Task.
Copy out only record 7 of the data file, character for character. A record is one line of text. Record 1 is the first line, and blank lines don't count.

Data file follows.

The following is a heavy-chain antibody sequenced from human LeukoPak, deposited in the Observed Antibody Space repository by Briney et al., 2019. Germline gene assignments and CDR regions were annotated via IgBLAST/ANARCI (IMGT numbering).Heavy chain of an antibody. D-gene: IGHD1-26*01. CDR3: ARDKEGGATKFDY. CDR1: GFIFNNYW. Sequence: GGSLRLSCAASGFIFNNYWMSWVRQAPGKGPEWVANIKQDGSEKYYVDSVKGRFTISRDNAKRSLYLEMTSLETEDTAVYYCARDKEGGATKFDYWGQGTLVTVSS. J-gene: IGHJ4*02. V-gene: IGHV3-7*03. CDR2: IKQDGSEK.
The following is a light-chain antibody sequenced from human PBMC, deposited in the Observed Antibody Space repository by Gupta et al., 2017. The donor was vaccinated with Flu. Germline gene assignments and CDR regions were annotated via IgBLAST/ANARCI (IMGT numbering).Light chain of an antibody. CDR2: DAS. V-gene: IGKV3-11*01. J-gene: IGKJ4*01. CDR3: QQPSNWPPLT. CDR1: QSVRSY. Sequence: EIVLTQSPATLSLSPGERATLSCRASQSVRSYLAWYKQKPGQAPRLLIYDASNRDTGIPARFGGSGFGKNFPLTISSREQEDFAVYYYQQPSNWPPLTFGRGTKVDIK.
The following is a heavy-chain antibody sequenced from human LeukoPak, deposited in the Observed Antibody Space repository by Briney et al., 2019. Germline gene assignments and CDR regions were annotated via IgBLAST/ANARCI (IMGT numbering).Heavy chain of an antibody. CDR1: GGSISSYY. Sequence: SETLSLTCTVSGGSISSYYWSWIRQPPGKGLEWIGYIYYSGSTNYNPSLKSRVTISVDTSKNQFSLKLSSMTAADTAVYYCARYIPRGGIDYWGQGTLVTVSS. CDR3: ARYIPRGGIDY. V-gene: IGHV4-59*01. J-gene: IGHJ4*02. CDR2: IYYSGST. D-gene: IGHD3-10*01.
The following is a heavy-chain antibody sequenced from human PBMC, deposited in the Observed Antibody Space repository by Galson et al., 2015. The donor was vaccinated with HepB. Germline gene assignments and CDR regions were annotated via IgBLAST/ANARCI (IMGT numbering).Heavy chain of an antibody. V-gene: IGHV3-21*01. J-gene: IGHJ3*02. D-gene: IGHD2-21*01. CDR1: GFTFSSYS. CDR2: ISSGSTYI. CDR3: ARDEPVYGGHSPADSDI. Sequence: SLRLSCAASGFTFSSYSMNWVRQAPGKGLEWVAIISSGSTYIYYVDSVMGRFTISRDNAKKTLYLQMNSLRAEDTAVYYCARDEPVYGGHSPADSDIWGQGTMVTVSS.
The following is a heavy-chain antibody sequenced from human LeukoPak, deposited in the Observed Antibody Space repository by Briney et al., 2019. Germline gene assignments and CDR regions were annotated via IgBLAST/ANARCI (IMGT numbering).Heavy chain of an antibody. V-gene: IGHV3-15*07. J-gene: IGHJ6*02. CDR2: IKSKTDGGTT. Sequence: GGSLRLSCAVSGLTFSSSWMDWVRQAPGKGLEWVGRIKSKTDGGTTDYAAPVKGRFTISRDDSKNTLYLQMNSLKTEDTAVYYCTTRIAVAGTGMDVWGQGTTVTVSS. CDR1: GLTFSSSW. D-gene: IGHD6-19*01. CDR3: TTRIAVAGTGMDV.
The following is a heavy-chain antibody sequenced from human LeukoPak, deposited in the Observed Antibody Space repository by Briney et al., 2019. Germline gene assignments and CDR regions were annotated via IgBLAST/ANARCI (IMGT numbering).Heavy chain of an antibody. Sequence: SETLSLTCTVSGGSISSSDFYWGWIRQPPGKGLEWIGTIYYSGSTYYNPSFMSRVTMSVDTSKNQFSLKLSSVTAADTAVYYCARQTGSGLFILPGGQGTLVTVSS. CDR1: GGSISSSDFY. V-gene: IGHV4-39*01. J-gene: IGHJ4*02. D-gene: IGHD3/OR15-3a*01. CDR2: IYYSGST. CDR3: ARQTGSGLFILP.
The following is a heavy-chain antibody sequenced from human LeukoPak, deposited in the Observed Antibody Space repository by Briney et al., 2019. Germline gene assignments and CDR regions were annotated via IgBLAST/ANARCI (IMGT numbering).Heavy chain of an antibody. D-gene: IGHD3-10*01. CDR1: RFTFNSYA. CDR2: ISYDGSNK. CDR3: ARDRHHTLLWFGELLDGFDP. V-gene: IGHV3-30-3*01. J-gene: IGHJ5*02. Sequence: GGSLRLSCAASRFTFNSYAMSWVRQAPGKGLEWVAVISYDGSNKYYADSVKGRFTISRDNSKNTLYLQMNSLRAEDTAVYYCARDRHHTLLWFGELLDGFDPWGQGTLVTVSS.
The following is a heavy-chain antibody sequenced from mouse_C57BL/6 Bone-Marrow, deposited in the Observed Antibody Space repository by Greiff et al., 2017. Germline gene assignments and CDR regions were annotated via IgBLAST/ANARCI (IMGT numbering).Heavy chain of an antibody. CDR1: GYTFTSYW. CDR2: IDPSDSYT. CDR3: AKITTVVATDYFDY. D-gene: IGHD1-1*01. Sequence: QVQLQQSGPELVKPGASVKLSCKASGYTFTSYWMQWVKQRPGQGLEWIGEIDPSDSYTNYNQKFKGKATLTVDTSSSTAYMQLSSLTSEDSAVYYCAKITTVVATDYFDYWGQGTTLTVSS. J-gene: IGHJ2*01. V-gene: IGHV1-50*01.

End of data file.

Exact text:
The following is a heavy-chain antibody sequenced from human LeukoPak, deposited in the Observed Antibody Space repository by Briney et al., 2019. Germline gene assignments and CDR regions were annotated via IgBLAST/ANARCI (IMGT numbering).Heavy chain of an antibody. D-gene: IGHD3-10*01. CDR1: RFTFNSYA. CDR2: ISYDGSNK. CDR3: ARDRHHTLLWFGELLDGFDP. V-gene: IGHV3-30-3*01. J-gene: IGHJ5*02. Sequence: GGSLRLSCAASRFTFNSYAMSWVRQAPGKGLEWVAVISYDGSNKYYADSVKGRFTISRDNSKNTLYLQMNSLRAEDTAVYYCARDRHHTLLWFGELLDGFDPWGQGTLVTVSS.